I always had a good relationship with the managers and we would always bounce ideas off each other and we did have a few forward-thinking managers around that time as the game was moving away from the traditional approach.
I don’t remember anyone really igniting a spark in me to coach. I just crave that adrenaline from a big win. I know nothing replaces being a player on the pitch but I know the next best place to be is on the sideline.
3) In your opinion, what is a coach’s role in relation to the dynamics of a management set-up?
For me it’s all about creating a culture where the players can develop, improve and push the boundaries. Players respond to an opportunity that is given to them to achieve positive outcomes. If you as the coach can convince and, more importantly, prove to the players that the methods you choose can bring them closer to what they crave then you’re moving in the right direction. It’s all about providing a framework that the players believe they succeed with.
4) As a coach would you rather take the team yourself, as in manage it, or do you feel it works better if you can just focus on the coaching side of things?
For me personally I prefer to focus on the coaching side of things. I feel it just gives me more time to focus on the football and you don’t lose time with the huge amount of work that needs to be spent on managing the team. For sure there is a certain element of managing involved the coaching role but I do feel if you want to do it right and it’s not your full-time job then I don’t think there is enough time to cover all the angles.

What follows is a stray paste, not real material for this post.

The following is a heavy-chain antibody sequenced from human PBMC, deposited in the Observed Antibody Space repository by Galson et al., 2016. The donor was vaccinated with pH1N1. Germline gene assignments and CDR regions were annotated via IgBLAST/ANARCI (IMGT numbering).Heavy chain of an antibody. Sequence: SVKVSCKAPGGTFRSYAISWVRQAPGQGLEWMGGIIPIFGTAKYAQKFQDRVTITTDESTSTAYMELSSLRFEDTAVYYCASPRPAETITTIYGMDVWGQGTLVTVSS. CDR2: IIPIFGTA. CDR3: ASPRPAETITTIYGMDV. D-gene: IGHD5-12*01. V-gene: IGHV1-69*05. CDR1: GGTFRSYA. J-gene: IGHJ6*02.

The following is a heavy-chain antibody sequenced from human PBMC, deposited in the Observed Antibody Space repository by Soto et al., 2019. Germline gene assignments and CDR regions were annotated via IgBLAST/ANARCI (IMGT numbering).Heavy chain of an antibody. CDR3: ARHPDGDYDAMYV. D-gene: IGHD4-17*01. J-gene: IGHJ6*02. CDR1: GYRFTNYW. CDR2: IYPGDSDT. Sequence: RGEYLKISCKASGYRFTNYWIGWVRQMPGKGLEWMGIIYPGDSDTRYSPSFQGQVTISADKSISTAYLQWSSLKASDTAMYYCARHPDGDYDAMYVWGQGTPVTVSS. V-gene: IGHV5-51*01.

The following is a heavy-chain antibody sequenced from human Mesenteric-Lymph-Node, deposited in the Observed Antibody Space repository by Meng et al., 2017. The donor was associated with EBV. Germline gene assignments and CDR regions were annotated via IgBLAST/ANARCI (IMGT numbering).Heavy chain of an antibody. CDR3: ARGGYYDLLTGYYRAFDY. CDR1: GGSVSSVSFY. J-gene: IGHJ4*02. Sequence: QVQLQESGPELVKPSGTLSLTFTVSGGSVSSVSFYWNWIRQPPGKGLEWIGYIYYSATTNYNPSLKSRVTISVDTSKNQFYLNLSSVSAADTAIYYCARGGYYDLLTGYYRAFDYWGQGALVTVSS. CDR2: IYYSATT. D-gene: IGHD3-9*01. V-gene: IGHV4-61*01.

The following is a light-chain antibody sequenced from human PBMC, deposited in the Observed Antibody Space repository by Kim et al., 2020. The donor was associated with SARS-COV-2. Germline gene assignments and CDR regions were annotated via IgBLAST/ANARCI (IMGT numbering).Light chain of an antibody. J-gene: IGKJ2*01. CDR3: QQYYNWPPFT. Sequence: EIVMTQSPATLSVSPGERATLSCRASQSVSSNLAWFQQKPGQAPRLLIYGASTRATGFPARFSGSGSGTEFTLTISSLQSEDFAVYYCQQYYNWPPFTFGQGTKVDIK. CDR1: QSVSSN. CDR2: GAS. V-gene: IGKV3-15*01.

5) When you take on a team explain to us what you would be looking out for and what steps you would take to get the team to where you want them to be.
Buy in! For me this is one of the first things I look for in the team and the players individually. As a coach you can feel when players buy in or decide to opt out. For sure in the beginning the players might question things or be unsure about your methods but you must make your mark early on. As a coach you must show that your methods can bring the team positive performance outcomes. From this a trust is developed between the coach and the players.
Trust! The players must trust you and you must trust your players. For me the players I trust the most usually get the most game-time. Obviously you will have many different roles within the team. The players that do their job and execute their roles the best will get their name on the team-sheet first.
Clarity! You must have a clear definition of how you want of the 15 to play on the field. The clarity must be there for yourself and for your players. You, your players and everyone else involved in the team must be on the same page. When everyone is on the same page the power of the group is very strong.
6) What aspects of the coaching appeals to you most and what do you get the most enjoyment out of?
Gameday for me is where I get the most enjoyment. When you have worked so hard on the training field and you begin to see the systems, structures the patterns of play, the set pieces. When you’re standing on the side of the pitch and you know what is going to unfold and you know the players can see this too you get a massive buzz from this. For me this is what it’s all about, the players must see what you see as the coach, if they do not see what you’re trying to achieve then how can they execute it?
Seeing the players taking the information on board and seeing it bring positive outcomes for their performance and the team’s performance brings that enjoyment. When you have this clarity with the players on how you want the game to be played this is when you see players really express themselves as they have the confidence in what is trying to be achieved.